50 years, 50 films: Pan’s Labyrinth (2006)
We could not, in our survey of the past half century, leave out the best film yet by a modern master.
We haven’t had quite as much of Guillermo del Toro as we might have liked. He certainly works bloody hard. But he spends so much time doing so many other things — writing books, producing other people’s films, “presenting” other people’s films — that his own projects sometimes get ignored. What I’m crawling towards here is this: since 2006, we have had only two proper Guillermo del Toro films and neither were in the school of high-end fantasy that he made very much his own. Hell Boy II was super. Pacific Rim was good fun. But we desperately need del Toro to continue the story he started with Cronos, developed with The Devil’s Backbone and continued with Pan’s Labyrinth. Intelligent horror is too darn thin on the ground. We have, of course, del Toro’s long, fruitless period working on the stupid Hobbit to thank for much of the distracion.
Pan’s Labyrinth managed the rare feat of appealing across the cinematic spectrum. It chimed with horror fans. The art-house crowd liked it. It even managed to win two Oscars (though it lost best foreign language picture to The Lives of Others). The story concerns Ofelia, a young girl who, in the company of her pregnant mother, travels to live with an archetypically evil step-father. This is the aftermath of the Spanish Civil War and the protagonist’s Franco-supporting new dad is showing no mercy to any supposed rebels. While he carries out brutal revenges, Ofelia travels to a supernatural underworld and is asked to perform certain impossible tasks.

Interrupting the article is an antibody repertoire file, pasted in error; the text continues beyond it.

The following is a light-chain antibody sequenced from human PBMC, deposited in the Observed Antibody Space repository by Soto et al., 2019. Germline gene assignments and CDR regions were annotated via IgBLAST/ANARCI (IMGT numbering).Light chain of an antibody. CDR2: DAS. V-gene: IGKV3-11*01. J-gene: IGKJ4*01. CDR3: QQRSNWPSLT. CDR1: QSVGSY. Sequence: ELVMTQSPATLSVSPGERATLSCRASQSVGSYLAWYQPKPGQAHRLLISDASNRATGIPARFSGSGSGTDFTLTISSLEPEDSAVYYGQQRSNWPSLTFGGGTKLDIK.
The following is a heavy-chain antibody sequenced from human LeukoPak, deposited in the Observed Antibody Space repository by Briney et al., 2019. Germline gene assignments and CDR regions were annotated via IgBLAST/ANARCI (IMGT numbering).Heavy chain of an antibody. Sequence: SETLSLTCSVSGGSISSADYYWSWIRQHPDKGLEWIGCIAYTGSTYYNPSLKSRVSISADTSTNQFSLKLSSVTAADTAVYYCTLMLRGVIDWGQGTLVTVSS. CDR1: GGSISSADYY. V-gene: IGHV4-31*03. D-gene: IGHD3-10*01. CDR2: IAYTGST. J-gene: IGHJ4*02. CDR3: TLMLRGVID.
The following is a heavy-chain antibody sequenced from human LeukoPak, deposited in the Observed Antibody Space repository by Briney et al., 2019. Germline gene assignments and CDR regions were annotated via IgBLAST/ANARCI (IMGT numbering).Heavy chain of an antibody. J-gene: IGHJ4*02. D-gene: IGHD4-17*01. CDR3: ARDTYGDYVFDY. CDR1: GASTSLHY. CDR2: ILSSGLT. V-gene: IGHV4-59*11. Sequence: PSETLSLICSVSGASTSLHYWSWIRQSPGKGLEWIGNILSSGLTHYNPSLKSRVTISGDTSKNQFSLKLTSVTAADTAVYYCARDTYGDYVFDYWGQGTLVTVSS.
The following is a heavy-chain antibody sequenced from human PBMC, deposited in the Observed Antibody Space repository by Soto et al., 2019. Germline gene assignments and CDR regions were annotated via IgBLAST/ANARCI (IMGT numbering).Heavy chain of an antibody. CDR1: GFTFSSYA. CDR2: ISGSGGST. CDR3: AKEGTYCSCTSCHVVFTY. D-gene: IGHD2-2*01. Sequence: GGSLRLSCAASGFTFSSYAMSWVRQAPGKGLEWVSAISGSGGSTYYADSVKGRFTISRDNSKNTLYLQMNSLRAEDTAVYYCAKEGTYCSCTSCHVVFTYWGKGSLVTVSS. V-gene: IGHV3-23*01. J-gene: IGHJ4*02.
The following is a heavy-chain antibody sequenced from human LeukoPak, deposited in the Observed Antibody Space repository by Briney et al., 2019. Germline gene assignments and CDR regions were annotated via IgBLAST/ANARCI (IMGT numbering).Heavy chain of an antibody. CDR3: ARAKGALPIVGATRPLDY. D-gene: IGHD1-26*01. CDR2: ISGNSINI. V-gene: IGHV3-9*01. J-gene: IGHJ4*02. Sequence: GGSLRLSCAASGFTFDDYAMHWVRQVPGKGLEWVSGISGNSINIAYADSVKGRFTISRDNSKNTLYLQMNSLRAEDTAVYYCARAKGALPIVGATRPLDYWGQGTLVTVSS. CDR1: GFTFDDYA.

The film is, of course, deeply political. Throughout all del Toro’s work we sense a detestation of tyranny and a taste for freedom of expression. Traditional fantasies about quasi-parental villains are, here, blended with that distrust of misused authority to turn political philosophy into mythology. But the film is also about the loss of childhood. On reflection, it is fascinating to note how much Pan’s Labyrinth shares in common with another picture in this series, Hayao Miyazaki’s Spirited Away. Both films concern girls dragged from their homes. Both enter magic kingdoms that are as scary as they are exciting. The line leads back to Alice in Wonderland and onwards into the psyche. Such tales were probably told round Pleistocene campfires.
As ever with del Toro, the immaculate craft of the film is vital to its appeal. The director is a meticulous draftsman and every twist on every stick of furniture appears to have been plotted with extraordinary rigour. The result is a picture that looks familiar — a bit Aubrey Beardsley, a little Mervyn Peake — but still seems utterly otherworldly. Eight years on, Pan’s Labyrinth has lost not a jot of its power to delight and unnerve.
For 2006 we also considered Children of Men, The Lives of Others, United 93, This is England, Red Road, Taxidermia and The Host. Enjoy the whole series here.